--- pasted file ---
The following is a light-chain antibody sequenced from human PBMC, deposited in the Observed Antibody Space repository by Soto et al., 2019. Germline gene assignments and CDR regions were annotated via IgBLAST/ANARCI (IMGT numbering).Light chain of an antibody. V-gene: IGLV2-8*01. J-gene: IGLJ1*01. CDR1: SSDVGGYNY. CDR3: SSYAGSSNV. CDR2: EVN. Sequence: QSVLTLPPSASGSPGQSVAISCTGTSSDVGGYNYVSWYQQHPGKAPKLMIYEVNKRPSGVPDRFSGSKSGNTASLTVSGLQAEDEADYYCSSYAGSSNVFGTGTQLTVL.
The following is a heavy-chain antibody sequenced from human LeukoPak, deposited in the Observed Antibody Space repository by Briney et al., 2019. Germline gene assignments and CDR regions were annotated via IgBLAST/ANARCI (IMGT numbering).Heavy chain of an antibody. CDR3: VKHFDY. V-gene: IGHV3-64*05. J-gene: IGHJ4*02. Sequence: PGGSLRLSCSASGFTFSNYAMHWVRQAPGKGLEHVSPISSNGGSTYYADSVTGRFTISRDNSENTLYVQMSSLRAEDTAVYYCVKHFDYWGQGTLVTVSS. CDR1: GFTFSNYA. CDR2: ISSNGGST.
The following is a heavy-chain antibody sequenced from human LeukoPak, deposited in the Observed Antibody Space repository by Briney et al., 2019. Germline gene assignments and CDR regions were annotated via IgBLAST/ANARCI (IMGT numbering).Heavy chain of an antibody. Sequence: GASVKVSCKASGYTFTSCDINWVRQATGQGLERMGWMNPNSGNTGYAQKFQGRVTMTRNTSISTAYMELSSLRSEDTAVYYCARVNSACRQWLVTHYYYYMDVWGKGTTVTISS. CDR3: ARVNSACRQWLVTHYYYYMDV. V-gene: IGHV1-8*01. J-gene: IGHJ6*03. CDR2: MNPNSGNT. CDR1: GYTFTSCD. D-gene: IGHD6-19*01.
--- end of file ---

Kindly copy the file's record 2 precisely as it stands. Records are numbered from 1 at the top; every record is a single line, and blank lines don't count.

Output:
The following is a heavy-chain antibody sequenced from human LeukoPak, deposited in the Observed Antibody Space repository by Briney et al., 2019. Germline gene assignments and CDR regions were annotated via IgBLAST/ANARCI (IMGT numbering).Heavy chain of an antibody. CDR3: VKHFDY. V-gene: IGHV3-64*05. J-gene: IGHJ4*02. Sequence: PGGSLRLSCSASGFTFSNYAMHWVRQAPGKGLEHVSPISSNGGSTYYADSVTGRFTISRDNSENTLYVQMSSLRAEDTAVYYCVKHFDYWGQGTLVTVSS. CDR1: GFTFSNYA. CDR2: ISSNGGST.